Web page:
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Vibration Analyzer VA-12


HEADING TO COME VIBRATION ANALYZER CONTENTS


Front cover The publishers would like to thank ANV Measurement Systems, Dewesoft, PCB Piezotronics Limited and Vibration Research UK Ltd, for the use of their images on the front cover of DAQ, Sensors & Instrumentation.


VA-12 Vibration Analyzer


A Global Monitor The source guide for engineers, scientists and technicians DAQ, Sensors & Instrumentation Vol 3 No. 1 /// 101 2 & 3 I4.0 Compatible


Satellite based sensing and monitoring is helping tackle global issues such as climate change.


Optical Sensors Optical Sensors with 1500mm detection range and anti-fouling technology bring greater scope to industrial environments.


5 DAQ goes mobile


with Voyager Six-channel voyager DAQ instrument enables portable, hand-held NVH testing in the field.


6 Portable Compact


Data-Logging Range of small data-logging instruments can be attached to a variety of sensors to ease acquisition and analysis.


9 Simple non-contact


torque sensing UK company eliminates slip rings to provide more reliable sensing of torque in high speed rotating machinery.


10 Technology events Important dates for your diary.


12 A labour of love for


wireless monitoring Engineers solve life-saving challenge in healthcare with foetal heartbeat monitoring innovation.


15 Company guide A five-page guide to Test Houses and suppliers of test equipment and test services.


20 Miniature drone


detection radar A defence industry competition has narrowed down contenders to develop sensing technology to hunt down hostile drones.


Join us online at https://goo.gl/inAElE or scan the QR Code, right Follow us on Twitter @eeonlineorg © Concorde Publishing Ltd 2020


Concorde Publishing Ltd 100 Borough High Street, London SE1 1LB, UK Tel: +44 (0)20 7863 3079 Email: daqsensors@concordepublishing.com Web: www.environmentalengineering.org.uk


DAQ, Sensors & Instrumentation Vol 3 No. 1 /// 1 T


here’s something a bit “Yin and Yang” about satellites. The ideal platform for spying and the future battlefield between global superpowers is also a major part of the world’s infrastructure, providing GPS, high speed communications and a platform for scientific experiments and telescopes that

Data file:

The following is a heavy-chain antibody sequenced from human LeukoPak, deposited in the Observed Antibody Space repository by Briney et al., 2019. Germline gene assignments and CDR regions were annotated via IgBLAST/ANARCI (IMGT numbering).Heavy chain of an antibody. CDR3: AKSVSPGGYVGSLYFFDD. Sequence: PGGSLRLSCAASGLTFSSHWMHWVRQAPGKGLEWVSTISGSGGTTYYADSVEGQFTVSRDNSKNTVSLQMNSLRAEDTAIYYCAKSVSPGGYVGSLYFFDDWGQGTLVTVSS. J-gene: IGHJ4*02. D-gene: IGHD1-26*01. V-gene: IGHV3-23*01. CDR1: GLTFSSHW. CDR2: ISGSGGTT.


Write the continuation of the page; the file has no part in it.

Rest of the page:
can see deeper into the universe. Satellites have potential capabilities that we haven’t even begun to fully explore and the increasingly sophisticated sensors that are deployed on them are at the heart of those capabilities. Now, an organisation called 4EI (4 Earth Intelligence) is using its capabilities in Artificial Intelligence (AI), big data analytics and machine learning to make use of satellite data for smart monitoring and analysis creating city, region and countrywide data for applications such as air quality, asset management, ecology and urban heat monitoring. According to David Critchley of 4EI, the group has witnessed an


exponential increase in the demand for new methods of addressing a variety of issues affecting the planet. As a result, 4EI intends to use space and remote sensing technology to address such challenges as climate change, pollution and population pressure. So far, the company has engaged in projects such as the development


of a new global air quality index, the creation of multiple iterations of the satellite environmental inventory of Abu Dhabi and innovative data fusion techniques in detecting soil quality and climate resilience analysis for Local Authorities in the UK. Using consistent and repeatable spatial data derived from satellites, 4


Earth Intelligence can provide insight into a wide range of measurable impacts using a variety of data analysis techniques and show change at very regular intervals. The company will work collaboratively with commercial companies, agencies and governments to help improve decision making. With the quantity of sensors available on satellites now and the


vast amounts of data they generate, the company is able to generate information that can have a tangible effect on the big issues that are most topical today such as climate change and the factors that contribute towards it.


Jonathan Newell, Editor


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